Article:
Inked: one year later

One cold Sunday morning last February, I found myself flat on my back, body tensed on a metal, paper-covered table in a St. Louis tattoo studio. I  clung to my brother’s giant hand, breathing deep and calm. The words that Laura, the tattoo artist, had just proclaimed rang in my ears: “The more tense you are, the harder I have to press the needle.” So as she etched the one slow word into the tender skin of my forearm, I flashed to the posture I had found myself in 12 years earlier when I gave birth to my first child. Intentional relaxation through pain. Calm body, relaxed muscles, despite burning pain. Visualizing beauty as I lay there, verging on tears.

In the months (and if I’m honest, years) leading up to that February morning, I found myself questioning:  “Should I ink this word onto my arm, needle-hot? Is this really ‘me’? Aren’t I already marked?”

We are all invisibly inked; this word is already written on our skin, hearts, foreheads. We are marked people. Wherever we wander, no matter how far away, the truth of our identity is written all over us. We were born Beloved. 

But it is the one thing I keep forgetting. I forget, and forget, and act like I am anything other than beloved. What I knew that cold, sunshiny morning, finally, was that I want never to forget. I knew the answer to my inner questions was YES! I wanted to be marked with my true name, inked visibly, unforgettably, like He was, our beloved names stamped into His flesh. 

So there I was on the table, word freshly inked on my forearm. I slowly sat up and took my first look. It looked familiar, the invisible made visible. My brother smiled at me, squeezed my hand.

It took me several weeks to get back to normal. The ritual of scarring the word into my skin shook something loose in me, unexpected and relieving. I found myself talking with my children and anyone else who would listen, about their belovedness.

One year later, and I confess to you: I STILL FORGET. I still forget and live by the names that the world gives me. But in the dark moments, even wearing long sleeves, I can look down and see the tendril of ink threading out toward my wrist, whispering my true name. 


Living Beloved


Well past midnight, cold blue moon floating in the brand-new year’s dark sky, I tuck the older kids into bed with a kiss, whispering “Happy New Year.” One, who has faced new, painful struggles this past year, asks, wistfully, “Will 2018 be better?” My best answer, which I know won’t soothe: “If you make it better, love; it’s in your hands.” “Well, I guess it won’t be, then,” is the reply. My heart stops a second.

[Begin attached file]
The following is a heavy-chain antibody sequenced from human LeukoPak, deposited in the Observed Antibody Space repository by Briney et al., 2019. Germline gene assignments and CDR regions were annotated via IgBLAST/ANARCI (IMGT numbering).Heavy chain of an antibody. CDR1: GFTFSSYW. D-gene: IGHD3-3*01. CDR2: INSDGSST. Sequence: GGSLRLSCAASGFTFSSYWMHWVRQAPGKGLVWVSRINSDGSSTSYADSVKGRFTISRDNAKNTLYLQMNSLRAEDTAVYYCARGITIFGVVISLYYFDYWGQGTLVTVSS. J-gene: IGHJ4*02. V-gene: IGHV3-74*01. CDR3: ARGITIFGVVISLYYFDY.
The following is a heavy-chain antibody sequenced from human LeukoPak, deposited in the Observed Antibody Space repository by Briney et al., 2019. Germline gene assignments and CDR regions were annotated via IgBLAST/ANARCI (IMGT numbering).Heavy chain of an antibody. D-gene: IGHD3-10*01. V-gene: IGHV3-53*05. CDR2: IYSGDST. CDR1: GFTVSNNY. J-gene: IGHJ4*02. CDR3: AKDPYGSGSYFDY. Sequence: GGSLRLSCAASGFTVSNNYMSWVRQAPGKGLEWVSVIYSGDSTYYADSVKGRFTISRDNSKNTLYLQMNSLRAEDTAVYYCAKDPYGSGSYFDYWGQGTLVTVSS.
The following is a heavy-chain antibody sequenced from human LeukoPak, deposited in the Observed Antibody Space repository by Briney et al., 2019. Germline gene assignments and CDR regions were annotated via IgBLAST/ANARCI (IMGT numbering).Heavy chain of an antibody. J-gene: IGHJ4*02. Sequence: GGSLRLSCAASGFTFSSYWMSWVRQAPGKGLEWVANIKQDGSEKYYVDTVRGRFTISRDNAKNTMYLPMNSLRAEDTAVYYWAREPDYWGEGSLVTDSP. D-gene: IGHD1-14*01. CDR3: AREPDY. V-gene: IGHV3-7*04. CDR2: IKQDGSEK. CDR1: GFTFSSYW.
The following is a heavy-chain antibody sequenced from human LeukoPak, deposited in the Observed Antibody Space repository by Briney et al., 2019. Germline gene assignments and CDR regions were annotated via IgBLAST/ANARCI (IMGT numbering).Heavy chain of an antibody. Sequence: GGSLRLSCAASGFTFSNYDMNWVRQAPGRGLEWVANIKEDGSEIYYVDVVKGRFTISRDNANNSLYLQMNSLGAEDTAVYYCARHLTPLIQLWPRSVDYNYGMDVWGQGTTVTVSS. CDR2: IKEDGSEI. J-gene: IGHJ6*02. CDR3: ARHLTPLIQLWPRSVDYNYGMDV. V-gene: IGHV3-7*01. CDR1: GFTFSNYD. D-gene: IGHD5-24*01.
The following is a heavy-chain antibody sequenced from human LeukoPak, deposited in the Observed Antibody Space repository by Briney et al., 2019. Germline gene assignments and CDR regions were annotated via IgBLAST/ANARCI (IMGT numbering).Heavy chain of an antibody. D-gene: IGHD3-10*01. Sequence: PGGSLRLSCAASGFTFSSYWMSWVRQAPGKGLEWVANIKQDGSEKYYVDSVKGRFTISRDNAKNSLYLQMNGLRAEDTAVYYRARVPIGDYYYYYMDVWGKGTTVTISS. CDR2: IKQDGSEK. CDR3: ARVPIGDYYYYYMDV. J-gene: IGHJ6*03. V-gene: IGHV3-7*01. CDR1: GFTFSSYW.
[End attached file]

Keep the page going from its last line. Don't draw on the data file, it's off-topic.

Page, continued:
Hands, I think, and am moved by the sudden impulse to lay hands on the soft heads of my children for spontaneous New Year’s blessings. I summon up the powers of motherhood, speak soft and deliberate, “Above all things, may you know deep in your bones that you are Beloved,” among other, more specific incantations spoken over sleepy faces that night, as 2018 dawned. A whispered, “Thank you” followed me, lodging somewhere deep in my heart, as I quietly shut the bedroom door.

I rise to meet this blessing, too. It bubbles out of every corner of this past year, past personal failure, past the other shoe dropping, and the other one, and the other one. The life-giving truth is this: just as I am, I am Beloved. The God of the galaxies names me Beloved. Not when I get it right as a mother or teacher or wife. Right now, a beautiful mess.

Living into the truth of this name is the work of my lifetime, the quest of my heart, and the ministry of every day, as I learn what it means to LIVE beloved. Which means living into my whole authentic self. Accepting and believing in the way God is making me into more of myself. Sitting with the pain of the world, or the pain of my children, or my own pain, and not being undone.

The midnight moment of blessing will fade into dream-memory for my children, but my wish for them will never wilt. Let them always feel the weight of my hands on their heads, the truth of their Belovedness trickling through the skin of their scalps into skull, burrowing deep into pre-frontal cortexes, into wherever-it-is that the soul lives..

No New Year’s resolutions for me. Just living Beloved, day by day.

building cathedrals


“So,” she asks from behind the steering wheel, after listening to me unload my worries for a few minutes, “what can you learn about yourself as you look back at the first few months of the school year?” I think on this for a few moments, seatbelt feeling uncomfortably tight, and what comes is: surrender. I can learn surrender (again). Surrender to the impossible dual role of mother and homeschool teacher. Surrender to this work and all its inevitable interruptions as sacred, to these days as God’s, to the slow process of building cathedrals out of children, and to making space for accepting and embracing the life I have, the children I have, the family I have, the mundane holy of each day.

Today, let me keep this holy work front and center.